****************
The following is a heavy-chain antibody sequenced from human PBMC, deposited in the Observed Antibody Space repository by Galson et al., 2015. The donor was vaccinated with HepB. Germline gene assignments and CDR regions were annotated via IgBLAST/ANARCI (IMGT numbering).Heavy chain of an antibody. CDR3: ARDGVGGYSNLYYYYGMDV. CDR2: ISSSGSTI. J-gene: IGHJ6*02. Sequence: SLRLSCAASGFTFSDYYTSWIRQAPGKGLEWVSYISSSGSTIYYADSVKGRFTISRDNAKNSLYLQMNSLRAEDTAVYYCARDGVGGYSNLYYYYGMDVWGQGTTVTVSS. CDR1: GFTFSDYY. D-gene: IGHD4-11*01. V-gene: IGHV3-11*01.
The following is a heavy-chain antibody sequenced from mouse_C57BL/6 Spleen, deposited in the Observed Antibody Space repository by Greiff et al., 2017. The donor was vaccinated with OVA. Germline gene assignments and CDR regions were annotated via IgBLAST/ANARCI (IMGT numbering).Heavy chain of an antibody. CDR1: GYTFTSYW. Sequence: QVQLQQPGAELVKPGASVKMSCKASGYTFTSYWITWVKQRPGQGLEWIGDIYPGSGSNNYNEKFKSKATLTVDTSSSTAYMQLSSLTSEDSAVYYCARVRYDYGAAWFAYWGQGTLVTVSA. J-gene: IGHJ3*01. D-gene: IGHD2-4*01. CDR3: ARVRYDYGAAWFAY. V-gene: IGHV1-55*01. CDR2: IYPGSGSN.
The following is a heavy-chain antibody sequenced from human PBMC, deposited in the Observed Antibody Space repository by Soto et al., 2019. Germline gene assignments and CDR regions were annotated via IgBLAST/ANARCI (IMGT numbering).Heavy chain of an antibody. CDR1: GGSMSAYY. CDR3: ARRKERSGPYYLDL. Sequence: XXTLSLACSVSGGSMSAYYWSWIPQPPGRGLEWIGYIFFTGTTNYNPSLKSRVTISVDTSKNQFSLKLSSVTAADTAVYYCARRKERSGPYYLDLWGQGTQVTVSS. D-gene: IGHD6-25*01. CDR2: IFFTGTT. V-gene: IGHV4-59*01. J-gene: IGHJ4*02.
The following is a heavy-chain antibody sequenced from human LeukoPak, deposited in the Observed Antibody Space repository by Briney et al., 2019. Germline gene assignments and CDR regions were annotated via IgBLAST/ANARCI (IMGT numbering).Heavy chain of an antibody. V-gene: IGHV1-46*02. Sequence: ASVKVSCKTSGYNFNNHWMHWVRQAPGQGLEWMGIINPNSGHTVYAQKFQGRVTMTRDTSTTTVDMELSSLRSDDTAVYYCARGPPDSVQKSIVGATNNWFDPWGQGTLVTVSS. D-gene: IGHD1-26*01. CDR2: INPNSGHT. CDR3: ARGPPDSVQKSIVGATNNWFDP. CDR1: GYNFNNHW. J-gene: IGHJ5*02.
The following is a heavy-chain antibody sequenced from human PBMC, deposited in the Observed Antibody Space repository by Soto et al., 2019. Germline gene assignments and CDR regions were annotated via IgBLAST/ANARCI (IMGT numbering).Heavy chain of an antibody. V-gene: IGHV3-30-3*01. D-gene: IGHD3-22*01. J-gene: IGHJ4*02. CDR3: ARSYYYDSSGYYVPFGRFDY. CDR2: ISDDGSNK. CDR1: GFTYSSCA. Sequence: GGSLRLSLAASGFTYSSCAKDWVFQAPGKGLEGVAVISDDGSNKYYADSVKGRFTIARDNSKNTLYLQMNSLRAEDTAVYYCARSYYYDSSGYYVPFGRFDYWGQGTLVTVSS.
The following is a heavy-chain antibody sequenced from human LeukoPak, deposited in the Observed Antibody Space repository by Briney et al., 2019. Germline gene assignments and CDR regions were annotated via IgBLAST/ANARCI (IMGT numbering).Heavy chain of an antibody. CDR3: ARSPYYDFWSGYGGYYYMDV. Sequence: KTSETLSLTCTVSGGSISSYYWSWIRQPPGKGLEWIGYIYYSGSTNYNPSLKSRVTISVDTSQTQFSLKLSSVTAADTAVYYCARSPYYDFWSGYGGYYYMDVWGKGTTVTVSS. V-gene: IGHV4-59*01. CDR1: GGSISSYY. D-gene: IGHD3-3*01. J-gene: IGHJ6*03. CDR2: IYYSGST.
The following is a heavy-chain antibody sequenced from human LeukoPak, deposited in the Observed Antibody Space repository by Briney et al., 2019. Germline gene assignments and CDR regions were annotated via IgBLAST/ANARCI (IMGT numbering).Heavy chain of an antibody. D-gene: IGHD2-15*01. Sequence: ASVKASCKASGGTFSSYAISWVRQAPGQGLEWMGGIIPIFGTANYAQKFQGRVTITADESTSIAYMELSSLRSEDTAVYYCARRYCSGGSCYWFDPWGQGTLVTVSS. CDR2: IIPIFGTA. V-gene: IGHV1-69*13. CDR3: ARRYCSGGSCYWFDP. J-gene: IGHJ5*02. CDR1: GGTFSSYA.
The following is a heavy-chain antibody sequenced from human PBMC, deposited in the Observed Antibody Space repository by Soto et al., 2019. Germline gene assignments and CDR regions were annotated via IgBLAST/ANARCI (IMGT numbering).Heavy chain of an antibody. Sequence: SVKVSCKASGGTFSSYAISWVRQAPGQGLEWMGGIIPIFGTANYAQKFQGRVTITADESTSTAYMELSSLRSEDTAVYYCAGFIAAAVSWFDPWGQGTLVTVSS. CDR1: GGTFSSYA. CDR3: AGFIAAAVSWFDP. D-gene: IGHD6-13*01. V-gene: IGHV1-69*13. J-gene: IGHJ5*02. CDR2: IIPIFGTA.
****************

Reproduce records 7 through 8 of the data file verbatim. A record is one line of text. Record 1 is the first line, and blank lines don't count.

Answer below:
The following is a heavy-chain antibody sequenced from human LeukoPak, deposited in the Observed Antibody Space repository by Briney et al., 2019. Germline gene assignments and CDR regions were annotated via IgBLAST/ANARCI (IMGT numbering).Heavy chain of an antibody. D-gene: IGHD2-15*01. Sequence: ASVKASCKASGGTFSSYAISWVRQAPGQGLEWMGGIIPIFGTANYAQKFQGRVTITADESTSIAYMELSSLRSEDTAVYYCARRYCSGGSCYWFDPWGQGTLVTVSS. CDR2: IIPIFGTA. V-gene: IGHV1-69*13. CDR3: ARRYCSGGSCYWFDP. J-gene: IGHJ5*02. CDR1: GGTFSSYA.
The following is a heavy-chain antibody sequenced from human PBMC, deposited in the Observed Antibody Space repository by Soto et al., 2019. Germline gene assignments and CDR regions were annotated via IgBLAST/ANARCI (IMGT numbering).Heavy chain of an antibody. Sequence: SVKVSCKASGGTFSSYAISWVRQAPGQGLEWMGGIIPIFGTANYAQKFQGRVTITADESTSTAYMELSSLRSEDTAVYYCAGFIAAAVSWFDPWGQGTLVTVSS. CDR1: GGTFSSYA. CDR3: AGFIAAAVSWFDP. D-gene: IGHD6-13*01. V-gene: IGHV1-69*13. J-gene: IGHJ5*02. CDR2: IIPIFGTA.